Course acronym: FOTP
Course type: Lectures + Practical Discussions
Course credits: 7.5 points
Lecturers: Laura Kovács and Andrei Voronkov Target student audience:PhD students
Language of teaching: English
The course is organised blocked in LP4, in two different weeks between April-May 2016 as follows:
The course uses the Vampire theorem prover for demonstrations.
The Vampire binaries can be downloaded here: Vampire binaries.
|Event||Date and time||Room||Topic||Online material|
|Lecture 1||Tuesday, April 19, 9:00-10:30||EDIT 3364||Introduction
First-Order Logic and TPTP
|Lecture 2||Tuesday, April 19, 11:00-12:30||EDIT 3364||Inference Systems
|Lecture 3||Wednesday, April 20, 9:00-10:30||EDIT 3364||Redundancy Elimination||Slides|
|Lecture 4||Wednesday, April 20, 11:00-12:30||EDIT 3364||Equality|
|Lecture 5||Thursday, April 21, 13:00-14:30||EDIT 8103||Unification and Lifting||Slides|
|Lecture 6||Thursday, April 21, 14:30-16:00||EDIT 8103||From Theory to Practice|
|Lecture 7||Friday, April 22, 9:00-10:30||EDIT 3364||Splitting and AVATAR||Slides|
|Lecture 8||Friday, April 22, 11:00-12:30||EDIT 3364||Sorts
Student presentations will take place on May 2, 2016, in room EDIT 3364,
between 9:30-12:00 and 13:00-15:30.
Except one presentation (see below), each presentation will take 40 minutes, followed by up to 20 minutes questions.
Presentations should be split in two 20 minutes parts, each student presenting exactly one part.
Presentations should be self-contained, motivating and explaining the paper's contributions, with providing details on theoretical and experimental results.
|Paper: "Selecting the Selection"||Jonas Duregard
|Paper: "Playing with AVATAR"||
(20 minutes presentation + 10 minutes questions)
|Paper: "The Vampire and the FOOL"||Jonatan Kilhamn
|Paper: "Extensional Crisis and Proving Identity"||Simon Robillard
There is one exercise sheet containing problems to be solved using Vampire.
Students are asked to formulate these problems in first-order logic and TPTP, and solve them using Vampire.
Solutions should be based on individual work.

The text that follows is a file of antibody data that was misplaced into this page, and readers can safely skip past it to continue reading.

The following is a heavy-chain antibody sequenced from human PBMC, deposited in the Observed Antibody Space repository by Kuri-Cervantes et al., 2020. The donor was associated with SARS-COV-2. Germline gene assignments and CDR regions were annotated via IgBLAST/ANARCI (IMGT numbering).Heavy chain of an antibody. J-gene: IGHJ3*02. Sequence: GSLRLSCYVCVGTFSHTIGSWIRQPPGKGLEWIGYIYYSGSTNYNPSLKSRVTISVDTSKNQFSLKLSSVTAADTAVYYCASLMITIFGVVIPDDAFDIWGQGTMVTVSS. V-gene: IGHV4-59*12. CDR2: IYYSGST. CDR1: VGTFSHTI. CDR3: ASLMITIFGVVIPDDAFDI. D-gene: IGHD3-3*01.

Solutions should be send via email to Laura Kovács, by May 3, 2016.
|Exercise||Handed out on||Due on|
|Exercise sheet||April 22||May 3, 6pm|
This course is designed for PhD students, but also open to anyone else interested.
If you are interested in this course, please register
to the course by sending an email to email@example.com.
Please register by March 15, 2016.
First-order theorem proving is one of the earliest research areas in artificial intelligence and formal methods. It has applications in program analysis and verification, semantic Web, database systems, and many other areas.
This course has the following objectives:
We will discuss the resolution and superposition calculus, introduce saturation algorithms, present various algorithms implementing inferences, redundancy elimination, preprocessing and clause form transformation, and explain how these concepts are implemented in Vampire.
The second part of the course will cover more advanced topics and features. Some of these features are implemented only in Vampire. This includes reasoning with theories, such as arithmetic, answering queries to very large knowledge bases, interpolation, and symbol elimination.
All the introduced concepts will be illustrated by running Vampire.
The course is recommended for PhD students in Computer Science.
Students are expected to be familiar with first-order logic. The course does not assume a priori knowledge in theorem proving.
The course will cover the following topics (the list of topics may be slightly changed):
Lecture notes, that is slides, will be distributed online.
The lectures will be interleaved with discussions on practical aspects and heuristics for implementing first-order theorem provers.
At the end of the first week of the course, reading material on first-order theorem proving will be distributed. Students will be asked to choose one topic and present it in detail in the last week of the course.
The course examination will be based on:
Student presentations need to get into the technical detail of the chosen article on theorem proving. The presentations should also relate the chosen topic to the course material, explaining what improvements and/or limitations the chosen topic imposes on theorem proving. Examples should be described and presented using Vampire.
A passing grade will be recommended only for student presentations addressing the above requirements.